Binghamton University researchers look to strengthen additively manufactured metals through oxidation

June 21, 2024

Professor Changhong Ke will test the ability of nanotube-strengthened Al components to self-strengthen through oxidation (Courtesy Jonathan Cohen)
Professor Changhong Ke will test the ability of nanotube-strengthened Al components to self-strengthen through oxidation (Courtesy Jonathan Cohen)

Professor Changhong Ke, a faculty member at the Thomas J Watson College of Engineering and Applied Science’s Department of Applied Engineering at Binghamton University, New York, USA, is currently leading research into making additively manufactured metals stronger through oxidation. This research will be supported by a $150,000 Early-concept Grants for Exploratory Research (EAGER) from the National Science Foundation.

Because Additive Manufacturing can cause metal components to be more porous than traditionally manufactured metal, additively manufactured parts can be more vulnerable to failure in corrosive environments, explains Ke. In this research, he will build microscopic boron nitride nanotubes into additively manufactured aluminium in an effort to make the metal self-strengthening in corrosive conditions.

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“You can’t avoid oxidation, so we are trying to take advantage of it by turning it into a new, reinforcing mechanism to make the material stronger,” Ke said. “That would be something really amazing. People could try to design the materials to include these sorts of porosities or even purposely introducing structures that can be more easily oxidised because it becomes something beneficial instead of harmful to the material itself.”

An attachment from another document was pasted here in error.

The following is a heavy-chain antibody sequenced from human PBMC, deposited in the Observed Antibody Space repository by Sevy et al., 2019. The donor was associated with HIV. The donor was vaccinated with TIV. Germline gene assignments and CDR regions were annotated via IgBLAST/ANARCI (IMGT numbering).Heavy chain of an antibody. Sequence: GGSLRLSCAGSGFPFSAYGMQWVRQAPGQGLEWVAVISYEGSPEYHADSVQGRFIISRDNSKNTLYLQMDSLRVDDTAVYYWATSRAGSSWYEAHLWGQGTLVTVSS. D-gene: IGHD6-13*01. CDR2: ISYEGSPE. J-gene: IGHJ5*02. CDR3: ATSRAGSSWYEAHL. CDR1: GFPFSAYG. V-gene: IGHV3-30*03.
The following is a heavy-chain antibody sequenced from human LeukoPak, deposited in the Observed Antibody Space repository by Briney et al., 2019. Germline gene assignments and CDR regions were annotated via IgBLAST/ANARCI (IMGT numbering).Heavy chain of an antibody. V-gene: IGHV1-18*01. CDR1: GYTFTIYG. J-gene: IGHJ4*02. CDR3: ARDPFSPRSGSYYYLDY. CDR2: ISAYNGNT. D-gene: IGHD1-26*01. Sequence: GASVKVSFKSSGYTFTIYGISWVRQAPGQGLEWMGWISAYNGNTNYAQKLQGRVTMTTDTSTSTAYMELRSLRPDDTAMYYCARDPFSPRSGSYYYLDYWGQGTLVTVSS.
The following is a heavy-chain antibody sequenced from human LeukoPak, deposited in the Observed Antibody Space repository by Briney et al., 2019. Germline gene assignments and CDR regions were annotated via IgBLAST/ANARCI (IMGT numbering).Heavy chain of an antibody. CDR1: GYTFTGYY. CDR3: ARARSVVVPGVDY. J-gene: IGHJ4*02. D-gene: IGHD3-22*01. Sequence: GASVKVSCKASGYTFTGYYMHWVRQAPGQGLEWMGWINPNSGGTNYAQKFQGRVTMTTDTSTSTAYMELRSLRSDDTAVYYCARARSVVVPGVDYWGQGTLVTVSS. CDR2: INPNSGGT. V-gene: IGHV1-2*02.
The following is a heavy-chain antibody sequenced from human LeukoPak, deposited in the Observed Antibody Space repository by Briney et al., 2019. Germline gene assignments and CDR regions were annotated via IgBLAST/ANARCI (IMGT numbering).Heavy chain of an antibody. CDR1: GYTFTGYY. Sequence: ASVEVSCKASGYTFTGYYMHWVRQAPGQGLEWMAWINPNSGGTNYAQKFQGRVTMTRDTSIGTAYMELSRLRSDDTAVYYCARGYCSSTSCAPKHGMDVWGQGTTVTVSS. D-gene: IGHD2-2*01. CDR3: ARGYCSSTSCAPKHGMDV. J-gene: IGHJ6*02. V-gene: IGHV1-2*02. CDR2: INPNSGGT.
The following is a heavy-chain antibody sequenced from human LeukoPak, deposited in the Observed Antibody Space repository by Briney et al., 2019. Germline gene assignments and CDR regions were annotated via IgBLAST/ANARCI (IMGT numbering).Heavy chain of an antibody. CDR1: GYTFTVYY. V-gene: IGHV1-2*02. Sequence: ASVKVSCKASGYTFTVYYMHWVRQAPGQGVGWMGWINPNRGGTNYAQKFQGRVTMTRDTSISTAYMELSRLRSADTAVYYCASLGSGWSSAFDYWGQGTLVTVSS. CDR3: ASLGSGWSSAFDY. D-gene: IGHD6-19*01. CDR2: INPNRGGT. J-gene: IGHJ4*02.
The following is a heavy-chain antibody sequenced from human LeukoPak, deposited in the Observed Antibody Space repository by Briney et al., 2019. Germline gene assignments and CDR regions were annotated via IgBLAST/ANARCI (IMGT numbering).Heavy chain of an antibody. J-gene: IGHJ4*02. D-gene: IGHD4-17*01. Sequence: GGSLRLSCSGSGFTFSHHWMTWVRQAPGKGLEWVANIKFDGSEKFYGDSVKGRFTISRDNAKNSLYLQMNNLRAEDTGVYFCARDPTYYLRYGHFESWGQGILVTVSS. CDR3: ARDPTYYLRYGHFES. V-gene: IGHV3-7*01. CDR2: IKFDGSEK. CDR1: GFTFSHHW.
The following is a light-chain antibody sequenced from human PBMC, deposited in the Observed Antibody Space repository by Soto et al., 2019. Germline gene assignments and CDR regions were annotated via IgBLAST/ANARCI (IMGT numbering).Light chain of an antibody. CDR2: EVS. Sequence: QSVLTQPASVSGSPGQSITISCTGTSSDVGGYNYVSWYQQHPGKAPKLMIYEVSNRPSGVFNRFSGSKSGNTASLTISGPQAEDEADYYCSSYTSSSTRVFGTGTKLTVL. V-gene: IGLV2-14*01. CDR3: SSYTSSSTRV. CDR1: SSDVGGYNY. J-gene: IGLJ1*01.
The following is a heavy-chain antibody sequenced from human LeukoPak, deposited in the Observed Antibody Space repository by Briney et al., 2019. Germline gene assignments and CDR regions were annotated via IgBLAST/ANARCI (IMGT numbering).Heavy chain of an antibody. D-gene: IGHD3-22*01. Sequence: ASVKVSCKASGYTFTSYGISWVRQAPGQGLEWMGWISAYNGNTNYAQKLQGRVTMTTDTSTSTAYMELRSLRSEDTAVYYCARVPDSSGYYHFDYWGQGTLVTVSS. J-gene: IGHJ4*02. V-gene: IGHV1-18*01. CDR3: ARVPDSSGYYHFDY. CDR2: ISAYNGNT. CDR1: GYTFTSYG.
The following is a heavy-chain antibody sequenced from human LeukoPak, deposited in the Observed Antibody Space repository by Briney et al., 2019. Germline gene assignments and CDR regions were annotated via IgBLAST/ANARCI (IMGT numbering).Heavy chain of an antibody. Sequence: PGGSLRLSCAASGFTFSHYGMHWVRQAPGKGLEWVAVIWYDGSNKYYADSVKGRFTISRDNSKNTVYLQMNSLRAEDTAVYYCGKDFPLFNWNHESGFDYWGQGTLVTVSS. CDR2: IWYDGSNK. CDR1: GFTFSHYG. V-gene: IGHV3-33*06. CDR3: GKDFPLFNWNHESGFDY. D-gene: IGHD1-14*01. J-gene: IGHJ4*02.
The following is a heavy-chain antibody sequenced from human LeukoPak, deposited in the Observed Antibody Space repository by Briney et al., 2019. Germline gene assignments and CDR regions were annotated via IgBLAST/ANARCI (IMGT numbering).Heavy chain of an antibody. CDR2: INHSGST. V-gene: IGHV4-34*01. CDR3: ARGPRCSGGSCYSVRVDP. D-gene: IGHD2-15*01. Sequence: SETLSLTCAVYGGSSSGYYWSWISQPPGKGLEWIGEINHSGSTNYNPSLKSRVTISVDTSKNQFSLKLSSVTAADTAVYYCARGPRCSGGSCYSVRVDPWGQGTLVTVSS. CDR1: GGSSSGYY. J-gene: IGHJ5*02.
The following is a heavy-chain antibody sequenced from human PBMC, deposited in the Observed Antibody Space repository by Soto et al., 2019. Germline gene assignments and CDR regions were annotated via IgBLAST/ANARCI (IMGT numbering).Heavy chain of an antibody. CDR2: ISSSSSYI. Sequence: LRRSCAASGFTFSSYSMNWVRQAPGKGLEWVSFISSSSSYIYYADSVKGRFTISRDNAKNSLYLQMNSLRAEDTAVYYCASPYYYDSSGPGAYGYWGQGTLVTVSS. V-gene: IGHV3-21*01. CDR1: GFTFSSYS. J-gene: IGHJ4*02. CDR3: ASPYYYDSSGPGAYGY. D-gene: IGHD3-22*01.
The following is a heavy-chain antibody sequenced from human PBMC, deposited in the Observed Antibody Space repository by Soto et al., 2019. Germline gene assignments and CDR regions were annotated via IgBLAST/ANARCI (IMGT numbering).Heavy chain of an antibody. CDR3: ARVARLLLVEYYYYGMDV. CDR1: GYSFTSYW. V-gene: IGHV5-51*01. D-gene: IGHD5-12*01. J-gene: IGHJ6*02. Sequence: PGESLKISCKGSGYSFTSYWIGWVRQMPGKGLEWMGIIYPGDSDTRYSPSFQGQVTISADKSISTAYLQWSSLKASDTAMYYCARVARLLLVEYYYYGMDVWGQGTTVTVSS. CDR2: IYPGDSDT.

The nanotubes will be a few nanometres thick and a few to hundreds of microns in length. Ke and his team will use a force sensor to remove single nanotubes from the oxidised metal to study the effect the oxidisation process has had on the tubes via scanning electron microscopy (SEM).

“We designed this as a sandwich structure,” he said. “It’s like a hot dog, with the nanotube as the meat and the metal as the bread.”

Ke’s team will also test this method on a macro scale, studying load transfer in an effort to learn more about how the oxidation process impacts the stiffness, strength and toughness of the nanotube-loaded metal. Any findings will be validated by collaborators using computational modelling at the University of Illinois.

“We’re hoping this will provide a new perspective to the scientific community about how we view metal oxidation in terms of future material design,” Ke added. “That could change the research landscape for these metal materials, particularly for 3D printed metal. It has so many promising applications in different areas, and it even could revitalise US manufacturing competitiveness.”

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